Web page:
Should we fear future international conflict over geoengineering of the earth’s climate? As the impacts of climate change become more apparent, might China and the United States take such divergent approaches that cooperative global governance of geoengineering will be impossible? Careful analysis of Chinese domestic political factors suggests that a feared scenario in which unilateral Chinese implementation of geoengineering triggers international conflict is highly unlikely, although not impossible.
A recent debate in chinadialogue over the capacity for international negotiations to prompt domestic action on climate change has highlighted the importance of transnational interaction for national climate politics. Where Li Shuo of Greenpeace China argues that international agreements spur domestic Chinese efforts, Thomas Hale questions the potential for the UNFCCC negotiation process to constrain national GHG emissions; rather, he argues that external actors can best influence national climate polices through strategic engagement with domestic policymaking.
Hale cites the recent Xi-Obama Sunnylands agreement to regulate HFCs under the Montreal Protocol as a case where international negotiations strengthened the hand of reform advocates within China, and so shifted the balance of domestic political forces. In Hale’s account effective international interventions must be strategic and engaged with domestic policy debates.
In an article in The Pacific Review, we consider the Chinese domestic policy factors and transnational interactions that will ultimately shape the international governance of solar radiation management (SRM). SRM refers to forms of intentional geoengineering of the planetary environment that seek to counteract climate change by blocking the absorption of solar energy.
While there are many possible forms of SRM, most discussion currently surrounds techniques that would reflect sunlight by dispersing sulphate particles in the upper atmosphere. We know from previous volcanic eruptions that stratospheric sulphates have the capacity to cool the planet and studies suggest that the warming impact of GHG emissions could be negated by SRM for a fraction of the cost of constraining emissions.
Although SRM has economic appeal, it is widely viewed as an undesirable fallback measure because a planet cooled by SRM would possess novel atmospheric chemistry; the environmental consequences are not fully understood but would include changes in rainfall and weather patterns, continued ocean acidification and potential harm to the ozone layer.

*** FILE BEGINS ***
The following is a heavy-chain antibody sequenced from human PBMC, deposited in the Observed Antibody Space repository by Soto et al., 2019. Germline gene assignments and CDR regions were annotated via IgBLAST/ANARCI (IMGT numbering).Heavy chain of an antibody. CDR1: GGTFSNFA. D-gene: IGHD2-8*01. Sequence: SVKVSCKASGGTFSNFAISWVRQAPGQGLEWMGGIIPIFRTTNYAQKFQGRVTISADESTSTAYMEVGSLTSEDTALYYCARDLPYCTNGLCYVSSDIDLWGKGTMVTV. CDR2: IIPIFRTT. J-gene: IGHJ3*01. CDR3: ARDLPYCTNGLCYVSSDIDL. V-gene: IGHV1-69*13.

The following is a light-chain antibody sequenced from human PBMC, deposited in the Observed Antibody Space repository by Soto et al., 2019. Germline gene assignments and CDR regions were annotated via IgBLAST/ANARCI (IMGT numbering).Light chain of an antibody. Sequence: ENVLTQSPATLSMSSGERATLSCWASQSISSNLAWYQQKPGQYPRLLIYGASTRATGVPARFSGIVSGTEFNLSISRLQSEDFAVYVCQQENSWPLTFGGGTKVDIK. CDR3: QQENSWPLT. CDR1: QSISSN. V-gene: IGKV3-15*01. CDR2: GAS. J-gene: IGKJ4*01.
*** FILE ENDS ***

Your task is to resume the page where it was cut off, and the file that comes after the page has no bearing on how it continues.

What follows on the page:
Despite the obvious pitfalls, the continuing failure of global climate negotiations to arrest GHG emissions growth means that some form of planetary intervention seems increasingly inevitable. It is testament to this growing interest that the Fifth Assessment Report of the Intergovernmental Panel on Climate Change (2014) will, for the first time, review the science of geoengineering.
Since SRM could be initiated by any technologically capable country, but would have profound global implications, it creates a serious global governance challenge. Some scholars, including Clive Hamilton in a recent chinadialogue interview, have worried that China might be tempted to implement SRM unilaterally. Fortunately, however, early steps toward strategic international engagement over SRM have been promising. In September 2011 a group of international scientists involved in the non-governmental SRM Governance Initiative (SRMGI) conducted high-level meetings with Chinese scientists and government officials. These meetings raised SRM’s profile in China and have coincided with increasing interest within Chinese scientific funding bodies.
The result has been that the first serious discussion of SRM in China has occurred within an internationally connected scientific community. This context has reduced the likelihood that governance of SRM will be framed as an attempt by the developed West to impose restrictions on China’s development in the name of environmental protection. Early international scientific engagement also increases the possibility that states will share common perceptions concerning the costs and benefits of SRM. Shared conceptual perceptions of SRM are likely to ensure that perceptions concerning state interests also converge, and so are key to lowering the probability of future conflict.